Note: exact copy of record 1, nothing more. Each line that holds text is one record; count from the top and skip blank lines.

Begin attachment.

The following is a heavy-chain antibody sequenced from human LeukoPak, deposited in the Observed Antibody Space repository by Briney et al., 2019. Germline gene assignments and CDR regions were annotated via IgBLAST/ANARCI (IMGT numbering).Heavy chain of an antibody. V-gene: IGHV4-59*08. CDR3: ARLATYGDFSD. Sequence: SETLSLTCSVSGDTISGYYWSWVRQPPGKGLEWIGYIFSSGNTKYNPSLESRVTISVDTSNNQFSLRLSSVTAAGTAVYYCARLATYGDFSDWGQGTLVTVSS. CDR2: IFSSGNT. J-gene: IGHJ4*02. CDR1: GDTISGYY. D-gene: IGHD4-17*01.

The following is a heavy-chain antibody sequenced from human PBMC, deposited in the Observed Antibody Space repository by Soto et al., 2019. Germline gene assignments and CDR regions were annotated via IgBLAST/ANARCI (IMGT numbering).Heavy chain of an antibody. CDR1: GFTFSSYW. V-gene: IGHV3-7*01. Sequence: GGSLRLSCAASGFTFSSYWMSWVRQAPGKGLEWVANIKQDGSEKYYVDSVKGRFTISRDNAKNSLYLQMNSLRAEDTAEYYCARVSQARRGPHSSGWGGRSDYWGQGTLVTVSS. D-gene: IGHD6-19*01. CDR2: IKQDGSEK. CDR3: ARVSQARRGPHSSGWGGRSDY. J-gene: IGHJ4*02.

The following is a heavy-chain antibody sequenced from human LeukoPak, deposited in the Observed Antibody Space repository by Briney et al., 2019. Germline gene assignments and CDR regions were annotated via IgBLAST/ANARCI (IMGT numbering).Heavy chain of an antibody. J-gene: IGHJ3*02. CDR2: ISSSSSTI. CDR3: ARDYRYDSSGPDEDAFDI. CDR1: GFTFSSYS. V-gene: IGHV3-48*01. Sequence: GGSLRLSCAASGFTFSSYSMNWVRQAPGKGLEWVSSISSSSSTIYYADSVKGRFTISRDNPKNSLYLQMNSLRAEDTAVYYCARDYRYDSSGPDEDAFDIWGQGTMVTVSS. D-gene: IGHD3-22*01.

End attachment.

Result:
The following is a heavy-chain antibody sequenced from human LeukoPak, deposited in the Observed Antibody Space repository by Briney et al., 2019. Germline gene assignments and CDR regions were annotated via IgBLAST/ANARCI (IMGT numbering).Heavy chain of an antibody. V-gene: IGHV4-59*08. CDR3: ARLATYGDFSD. Sequence: SETLSLTCSVSGDTISGYYWSWVRQPPGKGLEWIGYIFSSGNTKYNPSLESRVTISVDTSNNQFSLRLSSVTAAGTAVYYCARLATYGDFSDWGQGTLVTVSS. CDR2: IFSSGNT. J-gene: IGHJ4*02. CDR1: GDTISGYY. D-gene: IGHD4-17*01.